Microsoft Said To Be Secretly Working On A New Web Browser To Replace IE
Rumours are rife that software giant Microsoft is secretly working on a new web browser to replace Internet Explorer. According to experts, the new browser, which is codenamed Spartan, will be launched on January 21 when the company is expected to display its Windows 10 for the very first time.
The report also said that the new browser will look more like Google Chrome, and is expected to be faster than the Internet Explorer.
“Microsoft is building a new browser, codenamed Spartan, which is not IE 12 — at least according to a couple of sources of mine,’ said Mary Jo Foley of ZDNET.”
Thomas Nigro, a Microsoft Student Partner lead and developer of the modern version of VLC a media playing app, also claimed on Twitter earlier in December that he heard Microsoft was building a brand-new browser.
“However, if my sources are right, Spartan is not IE 12.
“Instead, Spartan is a new, light-weight browser Microsoft is building.”
To ensure compatibility with all websites, experts are of the view that Windows 10 will ship with both Spartan and Internet Explorer 11. Microsoft has concluded all plans to display its next major version of its Windows software at a date in January at its Redmond HQ, where Trident could be revealed according to the Daily Mail.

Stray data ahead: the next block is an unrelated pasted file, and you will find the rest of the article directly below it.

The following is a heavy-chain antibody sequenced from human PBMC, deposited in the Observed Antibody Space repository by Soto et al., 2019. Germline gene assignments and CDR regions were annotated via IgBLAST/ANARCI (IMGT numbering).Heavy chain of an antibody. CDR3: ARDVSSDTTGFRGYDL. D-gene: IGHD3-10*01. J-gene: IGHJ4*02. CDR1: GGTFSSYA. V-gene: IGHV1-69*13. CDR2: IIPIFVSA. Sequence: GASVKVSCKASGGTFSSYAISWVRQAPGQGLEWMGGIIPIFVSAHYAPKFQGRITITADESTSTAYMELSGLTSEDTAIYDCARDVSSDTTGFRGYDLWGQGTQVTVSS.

Nevertheless, it is accepted that the release has been pushed forward until after fall of 2015. This was also confirmed by the Chief Operating Officer Kevin Turner, who was quoted to have told Japanese news service Nikkei on Wednesday that the new system is expected out “early next fall.”
The company has however, not come out publicly to set a definite timetable for the release of Windows 10; however, Microsoft had last week suggested the possibility of an earlier release.
The display, which is expected on January 21, will have in attendance, Microsoft CEO Satya Nadella, Windows execs Terry Myerson and Joe Belfiore, and Xbox chief Phil Spencer will be speaking, and will be streamed live.
It will focus on the “Windows 10 consumer experience,” a spokesperson of the company has revealed.
On why the company decided to jump to Windows 10 and not call its latest release Windows 9, Terry Myerson said:
“There’s about one and a half billion people using Windows today.
“Devices outnumber people.
“Windows is at a threshold and now it’s time for a new Windows.
“Our new Windows must be built from the ground up for a mobile first, cloud first world.
“It wouldn’t be right to call it Windows 9.”